Sunday, October 02, 2011


— Non. À l’heure actuelle, vous êtes sans conteste le meilleur. Le seul qui, au mépris de notre époque où hélas le mystère et le merveilleux cèdent le pas à la violence et au sexe, le seul qui persiste à écrire des énigmes digne de ce nom. Je dirai même que vous êtes le dernier défenseur de l’authentique roman policier.
“No. At the present time, you are undoubtedly the best, indeed the only one who continues to write crime mysteries worthy of the name. Your contemporaries have allowed sex and violence to take the place of mystery and suspense. I would even go so far as to call you the last defender of the authentic crime novel."

— Dr. Alan Twist, La Quatrième Porte (The Fourth Door)

Just over two weeks ago, I rejoiced when John Pugmire announced that Paul Halter’s award-winning first novel, La Quatrième Porte (The Fourth Door) was now available in English on, in e-book form as well as in print. I’ve gotten extremely fond of Halter’s work since discovering it earlier this year, and this recent bit of news gave me an excuse to return to the world of his fascinating imagination. So I ordered La Quatrième Porte and eagerly picked it up as soon as it arrived.

The story is a good one, taking place in a small, unnamed English village. The narrator, James Stevens, is a young man who has just started university. His sister Elizabeth is in love with his best friend, Harry White, a nice, but extremely shy, young man. The Whites and Stevenses both live by the Darnley house, which has its very own haunted room, where Mrs. Darnley apparently committed suicide years ago, with the door and windows locked. None of the tenants in the Darnley house stayed very long… until, that is, Patrick and Alice Latimer move in. Mrs. Latimer claims to be a medium, and she impressively demonstrates her powers, answering a question that a man wrote to his dead wife and sealed inside an envelope with two signatures on the flaps, which never left anyone’s sight.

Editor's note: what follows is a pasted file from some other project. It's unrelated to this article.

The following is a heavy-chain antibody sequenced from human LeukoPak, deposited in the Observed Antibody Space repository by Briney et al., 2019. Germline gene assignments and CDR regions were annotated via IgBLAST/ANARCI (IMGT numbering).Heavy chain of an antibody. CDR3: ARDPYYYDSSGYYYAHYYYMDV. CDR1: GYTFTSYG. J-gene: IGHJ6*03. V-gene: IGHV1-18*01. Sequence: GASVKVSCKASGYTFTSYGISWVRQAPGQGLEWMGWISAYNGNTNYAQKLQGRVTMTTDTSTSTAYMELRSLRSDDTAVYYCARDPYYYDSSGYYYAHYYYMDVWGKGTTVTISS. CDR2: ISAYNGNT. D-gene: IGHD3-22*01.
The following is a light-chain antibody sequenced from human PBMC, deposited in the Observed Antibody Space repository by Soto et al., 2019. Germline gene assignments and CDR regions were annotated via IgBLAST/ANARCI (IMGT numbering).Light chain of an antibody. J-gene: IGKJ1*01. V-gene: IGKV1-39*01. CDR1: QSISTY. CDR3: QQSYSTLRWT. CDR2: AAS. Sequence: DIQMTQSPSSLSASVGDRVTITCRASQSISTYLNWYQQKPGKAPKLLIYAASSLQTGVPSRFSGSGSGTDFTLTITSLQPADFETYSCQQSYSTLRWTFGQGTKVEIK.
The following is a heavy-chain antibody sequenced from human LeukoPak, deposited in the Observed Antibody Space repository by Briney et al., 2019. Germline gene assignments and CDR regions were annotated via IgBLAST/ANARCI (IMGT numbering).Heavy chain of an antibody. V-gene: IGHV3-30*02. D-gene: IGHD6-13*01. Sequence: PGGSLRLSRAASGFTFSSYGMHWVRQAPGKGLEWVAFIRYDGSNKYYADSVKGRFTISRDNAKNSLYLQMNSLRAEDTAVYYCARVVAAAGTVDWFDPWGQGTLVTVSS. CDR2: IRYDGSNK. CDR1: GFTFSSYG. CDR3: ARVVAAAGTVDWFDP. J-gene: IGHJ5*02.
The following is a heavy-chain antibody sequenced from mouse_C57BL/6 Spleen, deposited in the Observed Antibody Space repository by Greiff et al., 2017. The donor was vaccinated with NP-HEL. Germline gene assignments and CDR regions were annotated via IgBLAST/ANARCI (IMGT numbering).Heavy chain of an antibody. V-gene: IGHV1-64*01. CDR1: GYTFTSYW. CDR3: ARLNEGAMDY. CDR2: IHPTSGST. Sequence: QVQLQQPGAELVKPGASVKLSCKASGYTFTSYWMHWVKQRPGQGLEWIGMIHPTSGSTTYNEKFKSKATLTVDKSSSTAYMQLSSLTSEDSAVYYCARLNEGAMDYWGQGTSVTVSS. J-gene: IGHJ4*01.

But this is all just part of the lead-up to the main event, a stunning locked-room murder that occurs about halfway through the novel. Patrick Latimer decides to contact the ghost of Mrs. Darnley by spending the night in the haunted room, which is locked and sealed with wax and an imprint of a rare coin, chosen moments before from a collection of over 600 coins. After the impression was made, this coin never left a witness’ hand, and this witness was always with someone. However, when the door is opened, a stranger lies in the room, stabbed in the back! Later, a second impossible murder occurs, when a man is discovered murdered in a house surrounded by virgin snow…

The book moves along rapidly, involving all sorts plot strands: reincarnation, bilocation, a room that kills, resurrection, and of course how the mediums worked their trick… if it was a trick? The solution to the main locked room mystery is dazzling: it is fairly clued and a fresh, inventive twist on a trick I’m usually not fond of! The other impossibilities are resolved to equal satisfaction. Not only that, Halter offers you multiple false solutions, and whenever you shake your head and say “Gotcha, Paul! You’re not fooling me with that old trick!”, he violently pulls the rug out from under your feet and laughs.

As the book began to draw to a close, I started to look for Dr. Twist… where was he? After all, this is a Dr. Alan Twist novel… But although Twist is largely absent, Halter comes up with an interesting way to introduce him into the proceedings when Part III comes along. Inspector Hurst, his partner in crime, is only mentioned by name in this novel, which was Halter’s first published effort.